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Friday, August 17, 2007

Going Green and Clean!! - Making your own cleaners

Most of us like to think that the widespread contamination of our groundwater, soil and air is entirely due to the irresponsibility of large industry. We refuse to accept the notion that in our own everyday lives we are contributing to the slow poisoning of the planet. But commonly used substances such as paint thinners, household pesticides, cleaners and solvents, and some aerosols produce hazardous waste. Our responsibility for them does not end at our curbside. Leaching out of municipal landfills into the groundwater, released into the air from garbage incinerators, or discharged from sewer systems into public waters, toxic waste comes back to haunt us.

Many of those same household products present a direct health hazard to you and your family. Most commercial polishes, for example, contain poisonous solvents that emit vapors. These products are often composed of the same toxic chemicals that industrial dumpers have used to pollute our land, air and water. The simple household pesticide you use to eliminate bugs in your garden is the same deadly poison which has given farm workers high rates of cancer. These persistent organic compounds are among the most deadly substances known.

Household toxics management programs in which citizens separate hazardous from non-hazardous wastes do not work. There is no safe way to dispose of toxic waste. The only long-term solution to keeping our water and air clean -- and our homes safe -- is reduction. Householders, like industry, must learn to live without many of the "wonder" products invented in the last 50 years. But when we remember that these products are identical to the substances which poison our water and air, we can readily commit ourselves to making responsible choices.

This factsheet brings good news. There are alternatives to "household toxics". Some of these products are more time-consuming to prepare, but they're cheaper than commercial products, and more importantly, they represent an investment in the future health of the planet.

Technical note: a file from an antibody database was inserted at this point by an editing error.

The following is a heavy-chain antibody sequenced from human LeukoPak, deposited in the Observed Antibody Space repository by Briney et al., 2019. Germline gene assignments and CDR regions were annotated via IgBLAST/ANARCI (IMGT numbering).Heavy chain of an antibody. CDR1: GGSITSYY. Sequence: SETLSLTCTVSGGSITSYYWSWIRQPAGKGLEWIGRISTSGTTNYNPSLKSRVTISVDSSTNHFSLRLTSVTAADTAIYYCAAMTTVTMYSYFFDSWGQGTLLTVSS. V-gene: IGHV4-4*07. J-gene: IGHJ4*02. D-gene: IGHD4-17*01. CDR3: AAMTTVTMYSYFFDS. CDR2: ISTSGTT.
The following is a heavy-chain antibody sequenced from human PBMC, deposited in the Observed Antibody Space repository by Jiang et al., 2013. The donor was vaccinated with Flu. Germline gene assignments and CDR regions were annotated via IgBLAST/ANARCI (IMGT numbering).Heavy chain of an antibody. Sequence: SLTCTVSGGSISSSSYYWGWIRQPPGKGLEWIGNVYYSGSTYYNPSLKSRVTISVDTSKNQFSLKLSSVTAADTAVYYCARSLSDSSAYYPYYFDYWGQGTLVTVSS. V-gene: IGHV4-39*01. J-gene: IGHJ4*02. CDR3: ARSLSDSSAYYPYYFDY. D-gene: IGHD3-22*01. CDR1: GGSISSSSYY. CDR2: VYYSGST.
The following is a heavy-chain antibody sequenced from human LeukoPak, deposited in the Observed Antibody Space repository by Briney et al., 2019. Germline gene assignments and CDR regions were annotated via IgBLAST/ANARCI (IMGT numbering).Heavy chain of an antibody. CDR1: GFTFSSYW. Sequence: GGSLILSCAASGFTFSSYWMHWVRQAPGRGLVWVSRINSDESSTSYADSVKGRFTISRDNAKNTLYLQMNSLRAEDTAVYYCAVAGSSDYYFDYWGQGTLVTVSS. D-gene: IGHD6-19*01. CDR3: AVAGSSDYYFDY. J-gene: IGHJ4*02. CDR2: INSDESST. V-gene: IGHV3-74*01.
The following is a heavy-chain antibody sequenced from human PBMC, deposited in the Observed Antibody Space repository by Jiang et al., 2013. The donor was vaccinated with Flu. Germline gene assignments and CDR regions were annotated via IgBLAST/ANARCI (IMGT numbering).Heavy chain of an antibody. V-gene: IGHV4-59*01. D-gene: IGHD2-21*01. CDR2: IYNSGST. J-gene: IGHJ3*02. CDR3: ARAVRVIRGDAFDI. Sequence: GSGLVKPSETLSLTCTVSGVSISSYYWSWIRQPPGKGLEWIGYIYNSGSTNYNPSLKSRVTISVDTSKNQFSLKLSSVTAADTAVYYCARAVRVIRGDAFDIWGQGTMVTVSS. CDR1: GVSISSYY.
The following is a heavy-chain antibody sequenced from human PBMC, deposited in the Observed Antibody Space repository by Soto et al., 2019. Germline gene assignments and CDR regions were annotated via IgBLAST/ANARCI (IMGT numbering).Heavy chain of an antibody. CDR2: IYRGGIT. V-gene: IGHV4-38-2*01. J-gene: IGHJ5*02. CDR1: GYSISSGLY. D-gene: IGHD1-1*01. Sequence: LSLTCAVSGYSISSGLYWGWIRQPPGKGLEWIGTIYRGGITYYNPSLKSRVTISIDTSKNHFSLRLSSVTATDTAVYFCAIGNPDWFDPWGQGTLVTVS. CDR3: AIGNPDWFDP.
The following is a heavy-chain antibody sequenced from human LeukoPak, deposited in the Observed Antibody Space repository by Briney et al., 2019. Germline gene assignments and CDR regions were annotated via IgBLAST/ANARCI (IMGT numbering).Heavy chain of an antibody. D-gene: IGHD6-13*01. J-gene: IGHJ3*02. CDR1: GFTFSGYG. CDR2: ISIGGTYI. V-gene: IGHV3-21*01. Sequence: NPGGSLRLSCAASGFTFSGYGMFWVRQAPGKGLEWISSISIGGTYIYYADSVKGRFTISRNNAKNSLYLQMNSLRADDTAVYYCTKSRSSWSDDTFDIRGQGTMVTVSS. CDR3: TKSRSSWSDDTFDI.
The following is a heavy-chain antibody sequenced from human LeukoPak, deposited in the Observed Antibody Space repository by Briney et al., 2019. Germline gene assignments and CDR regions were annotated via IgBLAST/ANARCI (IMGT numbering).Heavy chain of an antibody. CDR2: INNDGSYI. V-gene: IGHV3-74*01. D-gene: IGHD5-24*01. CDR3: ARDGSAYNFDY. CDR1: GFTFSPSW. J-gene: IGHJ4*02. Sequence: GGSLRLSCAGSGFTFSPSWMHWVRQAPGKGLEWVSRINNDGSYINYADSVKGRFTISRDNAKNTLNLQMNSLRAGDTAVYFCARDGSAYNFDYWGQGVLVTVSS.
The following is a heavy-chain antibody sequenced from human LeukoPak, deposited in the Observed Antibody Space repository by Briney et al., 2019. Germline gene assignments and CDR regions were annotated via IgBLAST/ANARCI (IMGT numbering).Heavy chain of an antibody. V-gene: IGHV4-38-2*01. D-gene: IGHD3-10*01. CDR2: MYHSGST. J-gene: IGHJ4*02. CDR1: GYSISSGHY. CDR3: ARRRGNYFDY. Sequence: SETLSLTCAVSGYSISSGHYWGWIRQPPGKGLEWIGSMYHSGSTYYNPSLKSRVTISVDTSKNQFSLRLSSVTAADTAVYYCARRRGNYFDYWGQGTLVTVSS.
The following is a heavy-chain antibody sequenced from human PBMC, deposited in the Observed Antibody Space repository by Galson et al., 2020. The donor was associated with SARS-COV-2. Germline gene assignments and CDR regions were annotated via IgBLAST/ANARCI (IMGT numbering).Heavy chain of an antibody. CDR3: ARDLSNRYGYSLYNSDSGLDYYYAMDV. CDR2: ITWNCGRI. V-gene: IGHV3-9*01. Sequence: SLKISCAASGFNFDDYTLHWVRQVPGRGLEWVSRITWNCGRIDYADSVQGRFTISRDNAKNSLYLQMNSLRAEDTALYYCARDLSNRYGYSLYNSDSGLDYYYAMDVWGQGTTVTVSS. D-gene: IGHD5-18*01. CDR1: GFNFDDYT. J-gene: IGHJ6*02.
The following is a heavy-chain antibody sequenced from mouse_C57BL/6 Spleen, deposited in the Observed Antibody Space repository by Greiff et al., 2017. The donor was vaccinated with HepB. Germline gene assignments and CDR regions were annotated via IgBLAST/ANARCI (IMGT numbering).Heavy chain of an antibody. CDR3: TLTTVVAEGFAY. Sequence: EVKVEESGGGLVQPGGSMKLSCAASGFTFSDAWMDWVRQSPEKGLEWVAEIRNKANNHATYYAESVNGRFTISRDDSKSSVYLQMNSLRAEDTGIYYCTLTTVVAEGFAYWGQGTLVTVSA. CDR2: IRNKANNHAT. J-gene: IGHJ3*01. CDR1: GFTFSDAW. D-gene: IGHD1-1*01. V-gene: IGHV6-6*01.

Household Cleaners and Polishes
When cleaning your home, keep in mind that you don't have to replace grease and dirt with dozens of chemicals dangerous to your family and the overall environment. Most of your household cleaning needs can be met with six simple ingredients: vinegar, soap, baking soda, washing soda, borax, and ammonia. Various combinations of these simple substances can accomplish most household cleaning jobs cheaply and safely.
Use caution with all cleaners. Even some non-toxic cleaners are unsafe for consumption.

All-Purpose Cleaner
Mild Mixture:
1 gallon (4 L) hot water
1/4 C (50 ml) sudsy ammonia
1/4 C (50 ml) vinegar
1 T (5ml) baking soda

This solution is safe for all surfaces, can be rinsed with water, and is very effective for most jobs. For a stronger cleaner or wax stripper, double the amounts of all ingredients except water. Use gloves, and do not mix with other compounds, especially chlorine bleach. (Never mix ammonia and bleach: an extremely toxic gas is produced.)

In the 1960s concern about phosphates in detergents led to legislated reduction in some areas to protect our lakes and streams. But detergent related problems persist because of the sheer volume of cleansers used by North Americans.
The best alternative for cleaning your clothes is, naturally enough, soap. Despite the advantages of detergents, (the dictionary defines soap as "a biodegradable cleansing and emulsifying agent made by action of alkali on fat or fatty acids and consisting essentially of sodium or potassium salts of such acids" and detergent as "any of numerous nonbiodegradable synthetic water-soluble or liquid organic preparations that are chemically different from soaps, but are able to emulsify oils, hold dirt in suspension, and act as wetting agents"). Soap has accomplished the task of getting garments white and bright for generations.